Hollenthon
With Vilest of Worms to Dwell

Former Pungent Stench frontman Martin Shirenc stormed back into the scene with 1999’s Hollenthon debut, Domus Mundi, an eclectic, hard-hitting foray into a wide variety of metal stylings. The sophomore effort With Vilest of Worms to Dwell takes that catalystic impetus into the 21st century with another inspired album that is practically overflowing with originality and conviction. I can think of no band currently incorporating such an array of influences into their music as effectively as Hollenthon – and I would be hard pressed to compare their sound to any band, past or present.

Neither death nor black, not gothic or atmospheric metal, not thrash, folk, or doom, Hollenthon are all of these and yet none of them, and can really only be described by their moniker itself. Mainly, heavy crunching guitars are set against a symphonic backdrop of dramatic strings and choirs, with occasional tangents of soft singing and ethnic instrumentation. Once again recorded in Shirenc’s own Vata Loco studio in Austria, the production is deep and lush, a real treat for the audiophile. My only real complaint with the album lies in the drum sound, which is much more canned and fake sounding than that of the debut. It’s not to the extreme of the latest trigger-happy affairs by Mayhem and Morbid Angel, but it’s just enough to sound almost more machine than man.

Martin is again joined by Mike Groeger on drums, and his wife Elena provides lyrics, a brief vocal line in “The Calm Before the Storm,” and sparse backing vocals elsewhere. Creative riffing and orchestrations abound, this is some of the most original and moving stuff happening in the scene at the moment. Martin’s vocals are generally a bit lower in pitch than on Domus Mundi, perhaps in part to distance himself from the black metal tag some slapped on that album. “Lords of Bedlam” features a little violin/lead guitar doubled melody line that with its contemplative classical feel sounds like it could be on a Devil Doll album. The only other part of the album that really reminds me of any other band is the opening riff of “Conquest Demise,” which coincidentally is quite similar to the main riff of Carcass’ “This Mortal Coil.” (“Twisted and warped…”) One of Hollenthon’s many strengths lies in its ability to cover a variety of moods, happy and sad, laid back and aggressive, never sounding forced, always genuine. They can sound sinister and symphonic, triumphant and sad, angry and contemplative, sometimes all of these simultaneously. Album closer “Conspirator” is momentarily launched into yet another sphere with the briefly appearing dread-inducing horror soundtrack keyboards over the chorus.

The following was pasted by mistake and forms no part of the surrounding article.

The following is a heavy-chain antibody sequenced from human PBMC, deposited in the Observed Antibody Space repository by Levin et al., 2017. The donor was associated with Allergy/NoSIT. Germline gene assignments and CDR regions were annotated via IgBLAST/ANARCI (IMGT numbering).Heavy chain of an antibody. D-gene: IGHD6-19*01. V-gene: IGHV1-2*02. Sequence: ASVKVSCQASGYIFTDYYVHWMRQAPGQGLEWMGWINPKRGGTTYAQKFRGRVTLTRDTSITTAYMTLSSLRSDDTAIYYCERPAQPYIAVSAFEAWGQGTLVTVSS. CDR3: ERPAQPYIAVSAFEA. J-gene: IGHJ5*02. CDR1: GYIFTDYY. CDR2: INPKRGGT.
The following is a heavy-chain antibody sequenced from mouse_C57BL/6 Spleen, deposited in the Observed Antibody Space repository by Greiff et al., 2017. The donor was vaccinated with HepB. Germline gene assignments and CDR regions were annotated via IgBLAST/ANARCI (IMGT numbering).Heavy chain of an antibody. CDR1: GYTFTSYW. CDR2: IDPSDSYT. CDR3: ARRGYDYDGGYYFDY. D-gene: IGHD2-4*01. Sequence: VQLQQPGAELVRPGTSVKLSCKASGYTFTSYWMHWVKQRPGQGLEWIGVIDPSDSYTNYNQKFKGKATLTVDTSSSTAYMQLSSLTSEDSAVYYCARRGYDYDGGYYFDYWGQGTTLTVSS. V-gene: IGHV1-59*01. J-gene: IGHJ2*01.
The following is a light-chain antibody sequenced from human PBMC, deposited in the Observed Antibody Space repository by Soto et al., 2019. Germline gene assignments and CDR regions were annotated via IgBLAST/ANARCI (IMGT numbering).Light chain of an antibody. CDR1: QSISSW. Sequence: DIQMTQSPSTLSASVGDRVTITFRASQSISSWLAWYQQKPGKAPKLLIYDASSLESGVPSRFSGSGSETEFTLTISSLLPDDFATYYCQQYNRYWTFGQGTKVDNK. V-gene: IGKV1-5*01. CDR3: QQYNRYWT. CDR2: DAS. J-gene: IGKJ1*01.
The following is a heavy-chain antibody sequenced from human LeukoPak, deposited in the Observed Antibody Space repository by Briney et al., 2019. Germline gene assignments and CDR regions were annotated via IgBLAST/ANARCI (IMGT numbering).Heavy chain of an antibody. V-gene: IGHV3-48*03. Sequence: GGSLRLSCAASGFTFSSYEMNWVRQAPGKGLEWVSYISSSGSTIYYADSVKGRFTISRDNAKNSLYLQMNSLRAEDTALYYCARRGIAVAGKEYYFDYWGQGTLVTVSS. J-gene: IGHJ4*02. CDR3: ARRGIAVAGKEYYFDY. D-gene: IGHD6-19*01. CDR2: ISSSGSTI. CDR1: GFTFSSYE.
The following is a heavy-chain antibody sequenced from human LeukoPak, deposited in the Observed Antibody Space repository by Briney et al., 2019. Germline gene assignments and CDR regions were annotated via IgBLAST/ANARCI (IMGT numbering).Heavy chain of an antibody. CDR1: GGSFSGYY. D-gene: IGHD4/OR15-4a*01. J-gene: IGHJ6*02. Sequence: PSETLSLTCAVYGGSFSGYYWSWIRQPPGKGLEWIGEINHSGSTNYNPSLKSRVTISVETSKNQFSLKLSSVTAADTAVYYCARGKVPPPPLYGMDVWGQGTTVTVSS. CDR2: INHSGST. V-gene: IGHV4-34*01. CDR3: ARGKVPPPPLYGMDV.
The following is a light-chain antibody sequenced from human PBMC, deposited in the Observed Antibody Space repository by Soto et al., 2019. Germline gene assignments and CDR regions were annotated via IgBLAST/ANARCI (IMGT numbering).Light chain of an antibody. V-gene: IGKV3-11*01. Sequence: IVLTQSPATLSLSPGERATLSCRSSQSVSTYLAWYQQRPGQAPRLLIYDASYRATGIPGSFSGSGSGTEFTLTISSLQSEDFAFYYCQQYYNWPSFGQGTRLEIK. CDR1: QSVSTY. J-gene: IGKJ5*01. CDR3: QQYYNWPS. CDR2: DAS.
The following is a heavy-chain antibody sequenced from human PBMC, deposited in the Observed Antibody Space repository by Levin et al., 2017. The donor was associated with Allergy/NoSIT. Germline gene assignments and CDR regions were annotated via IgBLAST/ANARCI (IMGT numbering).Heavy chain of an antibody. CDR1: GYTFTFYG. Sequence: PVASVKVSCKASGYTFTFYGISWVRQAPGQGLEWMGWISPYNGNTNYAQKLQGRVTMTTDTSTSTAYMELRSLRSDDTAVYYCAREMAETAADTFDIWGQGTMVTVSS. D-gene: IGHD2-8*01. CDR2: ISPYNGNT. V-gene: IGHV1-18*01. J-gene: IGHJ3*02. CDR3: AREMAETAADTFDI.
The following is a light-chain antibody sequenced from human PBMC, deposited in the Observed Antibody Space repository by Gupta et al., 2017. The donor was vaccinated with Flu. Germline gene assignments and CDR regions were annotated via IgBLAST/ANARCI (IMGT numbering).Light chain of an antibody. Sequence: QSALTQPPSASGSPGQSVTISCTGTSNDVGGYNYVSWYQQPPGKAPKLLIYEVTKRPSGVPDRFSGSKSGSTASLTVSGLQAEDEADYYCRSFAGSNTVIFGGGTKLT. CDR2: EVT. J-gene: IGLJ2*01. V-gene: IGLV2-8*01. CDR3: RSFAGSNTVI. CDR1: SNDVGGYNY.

Despite all the eclecticism and variety, the overall feel is of a very heavy, aggressive metal album. Highly recommended to anyone who enjoys metal albums that push the envelope, With Vilest of Worms to Dwell is a triumph for Shirenc and the entire metal movement. Amazing.

[Visit the band's website]
Written by Aaron J. Klamer
June 11th, 2001

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